A genetic characterization ofrunt activity during Drosophila embryogenesis
The Drosophila melanogaster gene runt encodes a novel transcriptional regulator that was originally identified on the basis of its key role in embryonic pattern formation. For my thesis I undertook a genetic analysis of runt activity to identify loci that interact with this unique transcriptional regulator. Specifically, I screened the genome with deficiencies for loci that interact with runt in a dose-dependent fashion during early embryogenesis. From this screen I discovered a vital dose-dependent interaction between runt and the achaete-scute complex (AS-C). The characterization of this interaction led to the exciting discovery of important roles for runt in sex determination and neurogenesis (Duffy and Gergen 1991, Duffy et al. 1991). I demonstrated that in sex determination runt is necessary for the normal transcriptional activation of the master sex-determining gene Sx1 and has all the properties of an X:A numerator element. I also showed that runt is required during the early stages of neurogenesis for the normal development of a subset of CNS ganglion mother cells and neurons. In addition, the screen, which focused on the identification and characterization of maternal loci that influence the activity of runt during segmentation, identified several new maternal loci, one of which affects the activity of the maternal posterior group genes on embryonic pattern formation.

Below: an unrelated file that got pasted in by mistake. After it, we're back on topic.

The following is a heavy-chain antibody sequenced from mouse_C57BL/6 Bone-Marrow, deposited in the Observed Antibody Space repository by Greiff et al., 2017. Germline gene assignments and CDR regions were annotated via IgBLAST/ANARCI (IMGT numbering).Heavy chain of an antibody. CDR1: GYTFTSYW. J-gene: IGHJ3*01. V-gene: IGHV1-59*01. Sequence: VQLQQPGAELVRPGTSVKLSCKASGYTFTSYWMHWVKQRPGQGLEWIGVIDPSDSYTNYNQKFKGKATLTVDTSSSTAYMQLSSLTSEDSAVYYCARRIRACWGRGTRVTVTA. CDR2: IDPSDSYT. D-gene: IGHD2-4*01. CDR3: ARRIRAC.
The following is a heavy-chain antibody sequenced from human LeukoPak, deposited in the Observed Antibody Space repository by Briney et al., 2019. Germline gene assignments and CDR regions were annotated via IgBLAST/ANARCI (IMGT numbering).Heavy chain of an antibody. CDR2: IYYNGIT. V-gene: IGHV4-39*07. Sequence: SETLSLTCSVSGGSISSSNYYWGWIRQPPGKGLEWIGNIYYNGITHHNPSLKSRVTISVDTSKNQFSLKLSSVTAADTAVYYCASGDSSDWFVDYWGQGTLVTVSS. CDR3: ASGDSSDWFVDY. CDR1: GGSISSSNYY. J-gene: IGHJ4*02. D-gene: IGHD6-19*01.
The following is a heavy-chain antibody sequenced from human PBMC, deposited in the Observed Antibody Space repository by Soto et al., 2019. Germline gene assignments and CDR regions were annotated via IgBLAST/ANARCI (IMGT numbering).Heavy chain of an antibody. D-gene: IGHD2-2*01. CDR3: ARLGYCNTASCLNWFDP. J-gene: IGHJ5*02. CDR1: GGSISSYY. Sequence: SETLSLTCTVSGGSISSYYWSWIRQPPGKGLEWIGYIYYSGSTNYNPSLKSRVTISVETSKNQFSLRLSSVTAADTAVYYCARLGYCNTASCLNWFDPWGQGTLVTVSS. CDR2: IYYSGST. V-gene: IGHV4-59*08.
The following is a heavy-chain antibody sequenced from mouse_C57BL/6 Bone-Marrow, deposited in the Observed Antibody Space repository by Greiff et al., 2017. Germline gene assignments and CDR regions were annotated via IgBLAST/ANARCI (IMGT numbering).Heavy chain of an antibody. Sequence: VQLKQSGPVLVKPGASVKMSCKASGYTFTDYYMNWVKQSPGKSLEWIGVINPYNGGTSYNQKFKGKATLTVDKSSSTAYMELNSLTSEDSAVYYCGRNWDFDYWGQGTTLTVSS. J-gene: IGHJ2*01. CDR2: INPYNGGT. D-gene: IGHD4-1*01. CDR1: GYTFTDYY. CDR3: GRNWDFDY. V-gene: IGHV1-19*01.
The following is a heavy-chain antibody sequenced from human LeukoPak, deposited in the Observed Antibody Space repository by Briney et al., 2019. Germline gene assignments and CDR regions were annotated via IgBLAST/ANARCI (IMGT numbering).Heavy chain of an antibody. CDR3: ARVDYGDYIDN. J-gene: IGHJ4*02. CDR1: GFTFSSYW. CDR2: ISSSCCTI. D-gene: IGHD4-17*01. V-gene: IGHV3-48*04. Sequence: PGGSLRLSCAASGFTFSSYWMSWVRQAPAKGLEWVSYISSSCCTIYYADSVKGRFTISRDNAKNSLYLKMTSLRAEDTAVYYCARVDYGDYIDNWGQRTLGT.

Duffy, Joseph Bailey, "A genetic characterization ofrunt activity during Drosophila embryogenesis" (1992). Texas Medical Center Dissertations (via ProQuest). AAI9312167.